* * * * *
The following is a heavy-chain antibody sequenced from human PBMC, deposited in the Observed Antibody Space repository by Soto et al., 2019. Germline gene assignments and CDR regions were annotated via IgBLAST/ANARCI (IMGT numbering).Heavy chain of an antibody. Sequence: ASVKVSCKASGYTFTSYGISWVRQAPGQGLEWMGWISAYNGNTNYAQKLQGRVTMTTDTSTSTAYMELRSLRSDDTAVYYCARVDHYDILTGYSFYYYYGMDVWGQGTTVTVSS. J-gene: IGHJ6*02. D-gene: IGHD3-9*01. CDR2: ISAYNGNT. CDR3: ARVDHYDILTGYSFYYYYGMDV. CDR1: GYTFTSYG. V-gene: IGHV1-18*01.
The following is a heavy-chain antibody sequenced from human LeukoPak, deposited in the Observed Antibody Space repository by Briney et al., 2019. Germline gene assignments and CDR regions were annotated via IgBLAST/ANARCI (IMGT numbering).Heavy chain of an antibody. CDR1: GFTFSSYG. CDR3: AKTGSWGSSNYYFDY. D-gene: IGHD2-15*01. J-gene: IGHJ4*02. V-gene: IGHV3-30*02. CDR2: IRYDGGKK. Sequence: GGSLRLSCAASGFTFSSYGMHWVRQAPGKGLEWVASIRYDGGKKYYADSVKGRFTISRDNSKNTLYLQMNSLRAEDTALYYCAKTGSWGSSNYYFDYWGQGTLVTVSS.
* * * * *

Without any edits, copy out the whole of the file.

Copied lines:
The following is a heavy-chain antibody sequenced from human PBMC, deposited in the Observed Antibody Space repository by Soto et al., 2019. Germline gene assignments and CDR regions were annotated via IgBLAST/ANARCI (IMGT numbering).Heavy chain of an antibody. Sequence: ASVKVSCKASGYTFTSYGISWVRQAPGQGLEWMGWISAYNGNTNYAQKLQGRVTMTTDTSTSTAYMELRSLRSDDTAVYYCARVDHYDILTGYSFYYYYGMDVWGQGTTVTVSS. J-gene: IGHJ6*02. D-gene: IGHD3-9*01. CDR2: ISAYNGNT. CDR3: ARVDHYDILTGYSFYYYYGMDV. CDR1: GYTFTSYG. V-gene: IGHV1-18*01.
The following is a heavy-chain antibody sequenced from human LeukoPak, deposited in the Observed Antibody Space repository by Briney et al., 2019. Germline gene assignments and CDR regions were annotated via IgBLAST/ANARCI (IMGT numbering).Heavy chain of an antibody. CDR1: GFTFSSYG. CDR3: AKTGSWGSSNYYFDY. D-gene: IGHD2-15*01. J-gene: IGHJ4*02. V-gene: IGHV3-30*02. CDR2: IRYDGGKK. Sequence: GGSLRLSCAASGFTFSSYGMHWVRQAPGKGLEWVASIRYDGGKKYYADSVKGRFTISRDNSKNTLYLQMNSLRAEDTALYYCAKTGSWGSSNYYFDYWGQGTLVTVSS.